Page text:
The New Museum’s Ostalgia, on view until September 25th, takes up almost all of the museum’s exhibition space, including the lobby. And the elevators. It’s literally floors upon floors of art that ranges from paintings to video installations to a car mounted on a wall. According to curator Massimiliano Gioni, the exhibition falls in line with the New Museum’s mission statement, which is to showcase art that New York doesn’t usually see. It might be hard to think of things that New York doesn’t see, but a massive exhibition of Soviet and post-Soviet art by over 50 artists across 20 countries is probably one of them. It’s gigantic and disorienting, which is exactly what Gioni was going for.
“I wanted it to be overwhelming. I want the viewer to sink deeper and deeper,” he says. “It’s a show about an entire universe.” Indeed, the Soviet Union was quite large, and in spite of the overarching regulator of Communism, it was incredibly diverse. Ostalgia makes no attempt to gloss over or summarize anything. The exhibition in general toes a fine line between sensory overload and incisive contemplation. At times it invites interaction and physical participation – like turning the pages of an album – while at others it functions like an archaeological archive, coating objects with a dense varnish of history and personal testimony.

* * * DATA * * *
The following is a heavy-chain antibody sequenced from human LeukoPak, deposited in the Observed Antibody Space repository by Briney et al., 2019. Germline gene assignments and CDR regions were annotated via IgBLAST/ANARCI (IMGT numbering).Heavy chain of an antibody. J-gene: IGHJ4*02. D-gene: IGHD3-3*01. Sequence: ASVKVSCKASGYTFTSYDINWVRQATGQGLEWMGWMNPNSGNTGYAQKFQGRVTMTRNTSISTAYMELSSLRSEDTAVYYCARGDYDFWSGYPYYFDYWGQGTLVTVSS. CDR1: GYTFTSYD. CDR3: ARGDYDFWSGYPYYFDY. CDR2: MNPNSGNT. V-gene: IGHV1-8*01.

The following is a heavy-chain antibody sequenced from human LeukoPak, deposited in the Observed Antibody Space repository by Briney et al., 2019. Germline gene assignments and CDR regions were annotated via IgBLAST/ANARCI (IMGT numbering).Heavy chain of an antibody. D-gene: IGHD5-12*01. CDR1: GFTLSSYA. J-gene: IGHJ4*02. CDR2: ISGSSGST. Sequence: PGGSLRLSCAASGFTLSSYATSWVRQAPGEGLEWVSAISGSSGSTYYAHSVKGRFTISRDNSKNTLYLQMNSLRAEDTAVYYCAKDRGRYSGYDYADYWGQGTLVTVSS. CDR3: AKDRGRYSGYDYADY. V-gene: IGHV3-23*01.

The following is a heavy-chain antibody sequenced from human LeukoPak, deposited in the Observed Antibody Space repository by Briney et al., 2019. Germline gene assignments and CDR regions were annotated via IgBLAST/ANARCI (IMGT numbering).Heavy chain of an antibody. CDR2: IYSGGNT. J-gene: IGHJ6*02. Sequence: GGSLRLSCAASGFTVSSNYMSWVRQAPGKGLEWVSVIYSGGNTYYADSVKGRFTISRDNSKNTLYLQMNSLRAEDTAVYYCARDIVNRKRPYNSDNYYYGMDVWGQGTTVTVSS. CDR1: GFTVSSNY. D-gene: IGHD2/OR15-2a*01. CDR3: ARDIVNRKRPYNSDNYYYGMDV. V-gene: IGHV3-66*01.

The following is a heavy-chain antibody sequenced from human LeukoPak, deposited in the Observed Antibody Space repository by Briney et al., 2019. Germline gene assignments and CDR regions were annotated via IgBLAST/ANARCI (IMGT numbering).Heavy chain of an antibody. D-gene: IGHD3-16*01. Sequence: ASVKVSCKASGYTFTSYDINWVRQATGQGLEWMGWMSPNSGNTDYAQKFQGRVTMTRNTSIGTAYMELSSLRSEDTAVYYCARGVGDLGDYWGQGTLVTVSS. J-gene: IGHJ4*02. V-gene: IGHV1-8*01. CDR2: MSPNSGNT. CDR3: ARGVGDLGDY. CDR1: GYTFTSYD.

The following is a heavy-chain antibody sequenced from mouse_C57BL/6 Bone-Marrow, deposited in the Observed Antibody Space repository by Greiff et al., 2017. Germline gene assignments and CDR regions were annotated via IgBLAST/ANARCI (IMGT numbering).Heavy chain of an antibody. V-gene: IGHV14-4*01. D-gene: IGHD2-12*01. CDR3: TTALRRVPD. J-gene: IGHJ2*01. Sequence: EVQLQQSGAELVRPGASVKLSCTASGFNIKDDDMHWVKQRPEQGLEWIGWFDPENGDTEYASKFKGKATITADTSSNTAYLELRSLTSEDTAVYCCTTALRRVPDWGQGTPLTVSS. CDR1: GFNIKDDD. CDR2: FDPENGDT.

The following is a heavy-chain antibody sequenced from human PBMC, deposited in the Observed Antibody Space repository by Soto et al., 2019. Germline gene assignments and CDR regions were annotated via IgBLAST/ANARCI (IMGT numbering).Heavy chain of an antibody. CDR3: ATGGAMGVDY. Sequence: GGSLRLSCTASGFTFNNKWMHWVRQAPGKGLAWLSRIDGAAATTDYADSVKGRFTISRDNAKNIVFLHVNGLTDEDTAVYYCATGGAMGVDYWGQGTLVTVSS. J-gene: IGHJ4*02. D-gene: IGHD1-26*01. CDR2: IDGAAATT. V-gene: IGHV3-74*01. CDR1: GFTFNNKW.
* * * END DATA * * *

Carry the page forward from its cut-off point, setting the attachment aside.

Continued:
Gioni makes it very clear that Ostalgia is in no way objective. Upon entering the exhibition, we are greeted with a laundry list of caveats: this isn’t meant to be chronological, geographical, biographical, etc. “It’s a show that is very much like memory,” explains Gioni. “It’s personal, unreliable often, but it’s incredibly emotionally charged.” It doesn’t solely aim to preserve a period of history that many want to forget; Ostalgia is mainly about the states of being and thinking that emerged out of that collective – and individual – experience. In that sense, whether viewers like it or not, the show is definitely an entire universe in itself.